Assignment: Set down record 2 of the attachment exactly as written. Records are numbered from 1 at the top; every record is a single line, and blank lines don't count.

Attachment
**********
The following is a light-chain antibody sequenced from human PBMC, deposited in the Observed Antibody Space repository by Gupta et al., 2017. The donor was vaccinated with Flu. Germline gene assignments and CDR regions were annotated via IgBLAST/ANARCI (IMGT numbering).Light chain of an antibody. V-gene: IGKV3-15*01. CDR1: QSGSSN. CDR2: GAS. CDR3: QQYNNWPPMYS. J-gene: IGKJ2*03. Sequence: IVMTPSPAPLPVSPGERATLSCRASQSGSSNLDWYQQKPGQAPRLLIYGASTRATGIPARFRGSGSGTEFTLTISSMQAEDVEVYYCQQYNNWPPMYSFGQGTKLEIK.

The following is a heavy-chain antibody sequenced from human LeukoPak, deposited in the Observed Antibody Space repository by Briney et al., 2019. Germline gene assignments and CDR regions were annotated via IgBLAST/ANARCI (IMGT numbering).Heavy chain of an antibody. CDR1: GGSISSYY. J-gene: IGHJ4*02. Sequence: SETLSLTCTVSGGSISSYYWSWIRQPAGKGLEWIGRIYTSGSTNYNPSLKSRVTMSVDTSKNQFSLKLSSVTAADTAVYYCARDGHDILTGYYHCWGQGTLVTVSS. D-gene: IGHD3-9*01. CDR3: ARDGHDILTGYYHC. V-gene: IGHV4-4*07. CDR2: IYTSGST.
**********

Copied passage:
The following is a heavy-chain antibody sequenced from human LeukoPak, deposited in the Observed Antibody Space repository by Briney et al., 2019. Germline gene assignments and CDR regions were annotated via IgBLAST/ANARCI (IMGT numbering).Heavy chain of an antibody. CDR1: GGSISSYY. J-gene: IGHJ4*02. Sequence: SETLSLTCTVSGGSISSYYWSWIRQPAGKGLEWIGRIYTSGSTNYNPSLKSRVTMSVDTSKNQFSLKLSSVTAADTAVYYCARDGHDILTGYYHCWGQGTLVTVSS. D-gene: IGHD3-9*01. CDR3: ARDGHDILTGYYHC. V-gene: IGHV4-4*07. CDR2: IYTSGST.